One of the best ways to build your healthy stockpile is to preserve local organic foods when they are in season. My favorite way to do this is canning.
When you can your own food, you can make delicious entrees and side dishes that can be served as quickly as you can boil water – and the best part of all is that you know exactly what is in those shiny jars. (See The Canning Manifesto to read more about why I choose to can so many foods!)
Making home-canned foods can be a great way to cost-effectively build your pantry for several reasons:
- You can buy in bulk
- You can take advantage of good sales, like “last day” sales
- You can buy what is in season at better prices than when it is out of season
- You can put together “quick meals” far less expensively than buying processed foods by doing a big batch of home cooking to be reheated and eaten at a later date
- You don’t risk losing your stockpile to the vagaries of the power grid like you would by using your freezer
When my daughter eats a biscuit with jam, I know that it only contains organic peaches and sugar. There are no GMOs lurking, no High Fructose Corn Syrup, and no artificial colors and flavors.
Lots of meals for very little money
You can get a lot of bang for your buck by home canning. I recently canned some “meals in a jar” – check out what I spent:
$10 = 7 quart jars of spaghetti sauce with meatballs
$4 = 6 quart jars of Boston Baked Beans
If you were to purchase those items in grocery store cans you’d be spending far more money for far less quality.
This week I have been concentrating on building my pantry with home-canned goods. I’ve made:
- 7 half pints of jalapeno relish
- 3 pints of brown sugar peach preserves
- 4 half pints of jalapeno peach jam
- 7 quart jars of spaghetti sauce with meatballs
- $4 = 6 quart jars of Boston Baked Beans
- 4 pints of wild blackberry jam
- 4 quarts of pinto beans with bacon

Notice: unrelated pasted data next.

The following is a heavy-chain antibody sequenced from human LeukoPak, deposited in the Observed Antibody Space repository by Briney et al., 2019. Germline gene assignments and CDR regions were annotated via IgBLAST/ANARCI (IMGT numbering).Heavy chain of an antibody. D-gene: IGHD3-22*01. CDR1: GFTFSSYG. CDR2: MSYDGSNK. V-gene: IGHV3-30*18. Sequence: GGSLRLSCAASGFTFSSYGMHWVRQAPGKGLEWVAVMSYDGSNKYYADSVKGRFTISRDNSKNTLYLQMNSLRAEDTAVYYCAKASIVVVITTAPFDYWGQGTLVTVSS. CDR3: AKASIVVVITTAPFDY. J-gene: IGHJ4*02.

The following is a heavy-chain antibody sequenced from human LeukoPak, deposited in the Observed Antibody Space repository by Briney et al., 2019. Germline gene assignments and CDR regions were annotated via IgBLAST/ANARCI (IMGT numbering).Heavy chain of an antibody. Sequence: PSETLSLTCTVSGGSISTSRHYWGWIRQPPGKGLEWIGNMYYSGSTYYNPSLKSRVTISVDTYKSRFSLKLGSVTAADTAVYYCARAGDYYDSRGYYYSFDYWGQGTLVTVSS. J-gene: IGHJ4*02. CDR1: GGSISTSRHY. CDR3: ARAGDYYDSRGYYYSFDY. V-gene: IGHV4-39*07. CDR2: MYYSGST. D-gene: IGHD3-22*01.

I made all of the above for about $35 not including snap lids and spices, which only add nominally to the cost.
Here are some ways to save money by canning
- Don’t decide ahead of time what you are going to can. It’s okay to have a general idea, but if you have specific recipes that require specific ingredients beyond your pantry basics, you may end up spending a lot of money. For example, yesterday I went to a garden exchange and swapped some money and some home-canned goodies for other people’s surplus produce. When I got the items home, I took a look at my bounty and decided what to make based on that. Had I gone to the store or market specifically looking for certain things, I would have spent far more.
- Always fill your canner. If you only have enough ingredients for 5 jars of whatever your making, but your canner holds 7 jars, fill the other two jars with beans. You’re using the same amount of electricity or gas whether the canner is full or not.
- Buy as much as you can when things are inexpensive. Today I’m heading to a local orchard that has a huge sale on just-picked pears. They’re selling boxes of pears (about half bushel sized boxes) for $9 – and it gets better – they’re buy one, get one free! So this means we have some delicious local fresh fruit and enough left over to fill many jars.
- Cook in bulk and can your leftovers. The holidays can supply an enormous amount of ingredients for your home canning endeavors. Also, as the weather cools off, make double batches of chili, soups, and stews and put the leftovers into jars for later use.
- Learn to can with what you have on hand. Going along with tip #1, be flexible and learn to adapt the ingredients you have on hand in canning. Here are some instructions on how to can your own recipes and how to make jam from whatever fruit you have in abundance.
Here are some helpful links:
Go HERE to find tons and tons of my canning recipes and how-tos.
Go HERE to learn about water bath canning.
Go HERE to learn about pressure canning (a necessity if you are canning anything besides fruits, salsa, pickles, and jam).
Go HERE to learn how to sanitize your jars.
Go HERE to learn how to adjust for the altitude where you live.
Also, check out these great websites for more canning ideas:
If you have any questions about canning, please don’t hesitate to ask – canning is one of my favorite things to do and I could talk about it endlessly!
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Contributed by Daisy Luther of The Organic Prepper.
Daisy Luther is a freelance writer and editor who lives in a small village in the Pacific Northwestern area of the United States. She is the author of The Pantry Primer: How to Build a One Year Food Supply in Three Months. On her website, The Organic Prepper, Daisy writes about healthy prepping, homesteading adventures, and the pursuit of liberty and food freedom. Daisy is a co-founder of the website Nutritional Anarchy, which focuses on resistance through food self-sufficiency. Daisy’s articles are widely republished throughout alternative media. You can follow her on Facebook, Pinterest, and Twitter, and you can email her at email@example.com
For more news and breaking information visit www.DaisyLuther.com